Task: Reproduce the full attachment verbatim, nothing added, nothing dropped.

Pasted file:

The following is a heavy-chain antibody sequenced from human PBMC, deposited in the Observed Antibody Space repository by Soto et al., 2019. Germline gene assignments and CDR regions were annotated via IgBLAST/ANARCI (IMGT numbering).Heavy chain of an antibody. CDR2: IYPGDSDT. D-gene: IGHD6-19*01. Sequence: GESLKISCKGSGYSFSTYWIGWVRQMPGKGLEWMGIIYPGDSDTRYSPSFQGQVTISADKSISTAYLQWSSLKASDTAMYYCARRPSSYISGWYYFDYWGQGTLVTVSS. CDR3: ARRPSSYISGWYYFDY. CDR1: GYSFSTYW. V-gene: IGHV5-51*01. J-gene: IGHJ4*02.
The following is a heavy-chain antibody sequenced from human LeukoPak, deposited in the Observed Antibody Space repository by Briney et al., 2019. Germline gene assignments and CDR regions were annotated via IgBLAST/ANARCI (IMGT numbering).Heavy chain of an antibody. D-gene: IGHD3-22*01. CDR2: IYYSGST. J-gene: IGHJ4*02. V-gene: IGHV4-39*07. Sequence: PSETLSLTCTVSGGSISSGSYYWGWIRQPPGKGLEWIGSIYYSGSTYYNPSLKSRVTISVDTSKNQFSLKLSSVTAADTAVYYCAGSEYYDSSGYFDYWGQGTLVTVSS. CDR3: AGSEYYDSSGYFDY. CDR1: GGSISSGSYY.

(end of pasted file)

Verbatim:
The following is a heavy-chain antibody sequenced from human PBMC, deposited in the Observed Antibody Space repository by Soto et al., 2019. Germline gene assignments and CDR regions were annotated via IgBLAST/ANARCI (IMGT numbering).Heavy chain of an antibody. CDR2: IYPGDSDT. D-gene: IGHD6-19*01. Sequence: GESLKISCKGSGYSFSTYWIGWVRQMPGKGLEWMGIIYPGDSDTRYSPSFQGQVTISADKSISTAYLQWSSLKASDTAMYYCARRPSSYISGWYYFDYWGQGTLVTVSS. CDR3: ARRPSSYISGWYYFDY. CDR1: GYSFSTYW. V-gene: IGHV5-51*01. J-gene: IGHJ4*02.
The following is a heavy-chain antibody sequenced from human LeukoPak, deposited in the Observed Antibody Space repository by Briney et al., 2019. Germline gene assignments and CDR regions were annotated via IgBLAST/ANARCI (IMGT numbering).Heavy chain of an antibody. D-gene: IGHD3-22*01. CDR2: IYYSGST. J-gene: IGHJ4*02. V-gene: IGHV4-39*07. Sequence: PSETLSLTCTVSGGSISSGSYYWGWIRQPPGKGLEWIGSIYYSGSTYYNPSLKSRVTISVDTSKNQFSLKLSSVTAADTAVYYCAGSEYYDSSGYFDYWGQGTLVTVSS. CDR3: AGSEYYDSSGYFDY. CDR1: GGSISSGSYY.